Life on Mars?
In a Nutshell
What do you get when you combine imagery straight from a freak show cinema, a whiff of Marxist class consciousness, an ironic meta-commentary on the creative process, and the melody from Frank Sinatra's crooner classic "My Way"?
Why, you get David Bowie's "Life on Mars," one of the weirdest (and awesomest, if that's even a word) tracks you're ever likely to encounter atop anybody's "Greatest Songs Ever" list. "Look at those cavemen go / It's the freakiest show." Indeed.
About the Song
||Musician(s)||David Bowie (vocals, guitar), Mick Ronson (guitar), Trevor Bolder (bass), Tony Visconti (bass), Mick Woodmansey (drums), Rick Wakeman (piano), Ralph Mace (moog synthesizer).
Explore the ways this song connects with the world and with other topics on Shmoop
What in the world does David Bowie have to do with the history of American labor unions
? (Hint: it's got something to do with "Mickey Mouse growing up a cow.") And who's supposed to be going "on sale again," exactly? Lennon (John, of the Beatles) or Lenin (Vladimir Ilyich, of the Bolsheviks)? Is Bowie taking a dig here at the rock n' roll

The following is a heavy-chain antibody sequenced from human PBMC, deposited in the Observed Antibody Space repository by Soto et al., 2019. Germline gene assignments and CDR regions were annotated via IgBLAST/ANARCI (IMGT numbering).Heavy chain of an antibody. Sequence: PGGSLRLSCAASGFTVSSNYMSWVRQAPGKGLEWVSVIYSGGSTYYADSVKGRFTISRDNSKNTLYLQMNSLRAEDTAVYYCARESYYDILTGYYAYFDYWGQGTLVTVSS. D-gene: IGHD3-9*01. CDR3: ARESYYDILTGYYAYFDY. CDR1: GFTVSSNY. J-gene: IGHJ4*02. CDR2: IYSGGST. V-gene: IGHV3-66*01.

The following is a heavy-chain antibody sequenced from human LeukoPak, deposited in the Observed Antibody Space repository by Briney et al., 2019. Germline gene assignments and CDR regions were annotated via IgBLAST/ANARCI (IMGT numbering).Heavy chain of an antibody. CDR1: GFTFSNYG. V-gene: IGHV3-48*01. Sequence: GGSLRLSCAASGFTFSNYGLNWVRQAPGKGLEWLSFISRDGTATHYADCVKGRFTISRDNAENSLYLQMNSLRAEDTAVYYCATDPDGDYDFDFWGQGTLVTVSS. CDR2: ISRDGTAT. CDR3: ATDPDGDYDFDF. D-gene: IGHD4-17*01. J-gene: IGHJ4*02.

industry or at the failed utopias of Cold War
On the Charts
When released as a single in 1973, the song reached number three on in the UK and stayed on the charts for thirteen weeks.
With the 2006 release of the British television show (now also an American show) "Life on Mars," 33 years after the song's original debut, "Life on Mars?" re-entered the UK charts at #55.
"Life on Mars?" consistently performs well in "Best Songs Ever" lists. Recently, Neil McCormick of the UK's Telegraph declared it the greatest song of all time